Services is a fundamentally different business model from that of Apple historically and the jury is out. My money? Apple needs a product CEO again, one who can bring the kind of product innovation that once existed back to the company and drive it towards the kinds of obsessive standards of design which Jobs did.

This time the decision will be harder to make. There is no natural successor to Tim Cook like there was when Apple bought NeXT to bring Jobs back to the firm in 1997. Still, the idea has been bandied about in the past that Apple should buy Tesla and make Elon Musk its CEO. If a car is still on the agenda, it would be a formidable pairing. Even if it isn’t, Apple could do a lot worse than to have Elon as a CEO and Tesla would likely thrive with an R&D budget the likes of which it can only dream of today given its tight cash flow situation. Elon though has other fish to fry, also having SpaceX and The Boring Company to worry about alongside Tesla.

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M&A activity in the current economic climate may be starting to be perceived as slightly risky, particularly given that Tesla today is worth a little over $50 billion and Apple would need to pay a premium on that to buy it. At the same time, if Tesla continues with its plan to turn the business into a sustainably profitable one, its value could very well jump quickly regardless of the wider economic climate.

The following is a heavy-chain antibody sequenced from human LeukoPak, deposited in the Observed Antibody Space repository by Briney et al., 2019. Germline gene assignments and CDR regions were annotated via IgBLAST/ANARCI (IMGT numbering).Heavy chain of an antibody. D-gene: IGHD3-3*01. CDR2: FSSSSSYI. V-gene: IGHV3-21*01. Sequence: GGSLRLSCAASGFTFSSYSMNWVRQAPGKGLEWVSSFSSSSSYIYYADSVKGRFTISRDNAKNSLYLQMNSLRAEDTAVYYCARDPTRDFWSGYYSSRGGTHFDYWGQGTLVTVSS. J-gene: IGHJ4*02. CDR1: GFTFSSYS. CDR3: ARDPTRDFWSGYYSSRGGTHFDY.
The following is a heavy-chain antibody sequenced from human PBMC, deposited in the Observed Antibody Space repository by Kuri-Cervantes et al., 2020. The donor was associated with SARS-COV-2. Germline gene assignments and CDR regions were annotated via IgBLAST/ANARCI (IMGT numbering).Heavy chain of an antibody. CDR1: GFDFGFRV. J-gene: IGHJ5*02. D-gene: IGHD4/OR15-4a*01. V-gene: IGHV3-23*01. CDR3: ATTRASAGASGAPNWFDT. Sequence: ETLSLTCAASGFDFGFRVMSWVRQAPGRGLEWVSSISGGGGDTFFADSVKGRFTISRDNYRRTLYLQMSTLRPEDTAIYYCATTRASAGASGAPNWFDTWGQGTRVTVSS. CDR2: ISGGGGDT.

Tim Cook has himself touched upon the subject of succession in recent times, famously saying that it’s his job “to prepare as many people as I can to be CEO”, so internal candidates are obviously in the frame with retail head Angela Ahrendts, software engineering chief Craig Federighi and COO Jeff Williams all touted as possible successors. From a product perspective, Federighi makes sense if the firm decides to go down a software and services path but internally the only candidate as a product CEO in the traditional manner of Apple has to be Jony Ive. Whether he has any interest in the Apple top job or not is unclear. Tim Cook was the absolutely logical successor for Jobs but the next decision isn’t quite so clear cut. The board has a tough decision to make when the time comes and it may find itself propelling the company onto its next decades of stellar, world-changing technology product-led growth or stagnating into a big tech company with limited innovation.